lucy24 - 6:33 am on Feb 7, 2013 (gmt 0)
:: bump ::
I did a little more experimenting on this. MAMP and test site, not real life.
The plus side to working on "real" files is that you don't have to go through all those (/|\.html)$ contortions that you go through when a request might be for either a directory or a secondary page.
But then the rule will only kick in after mod_dir has done its stuff, instead of intercepting requests on their first pass through your htaccess. And you can't slam the door on people asking for nonexistent files; all you can give them is your basic 404. This is not as satisfying. (Also potentially riskier if they take the extra step of picking up the 404 page, which would probably have more information than the 403 page.)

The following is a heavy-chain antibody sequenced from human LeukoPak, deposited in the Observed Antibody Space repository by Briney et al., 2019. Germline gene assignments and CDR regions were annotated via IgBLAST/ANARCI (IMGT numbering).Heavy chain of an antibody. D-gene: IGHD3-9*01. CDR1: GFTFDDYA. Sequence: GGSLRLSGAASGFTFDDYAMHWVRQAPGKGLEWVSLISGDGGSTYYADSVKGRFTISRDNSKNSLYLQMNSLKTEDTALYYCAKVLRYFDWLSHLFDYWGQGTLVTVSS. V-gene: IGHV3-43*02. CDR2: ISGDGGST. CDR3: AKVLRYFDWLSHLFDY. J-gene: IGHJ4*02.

LocationMatch would be nicer, since it deals with URLs rather than physical files, but you can't use it in htaccess.
A further quirk is that RewriteEngine On isn't inherited from the body of an htaccess into a <FilesMatch> envelope within the same htaccess. You have to say it all over again. If the apache docs mention this, it's in very small print; I only worked it out by trial and error. You would presumably have to repeat any [L] statements as well ("If the request is for anything in the /boilerplate/ directory, stop right here" -- that kind of thing).
I've got a lurking suspicion that it's only cost-effective if you can pack all your RewriteRules into one envelope or another.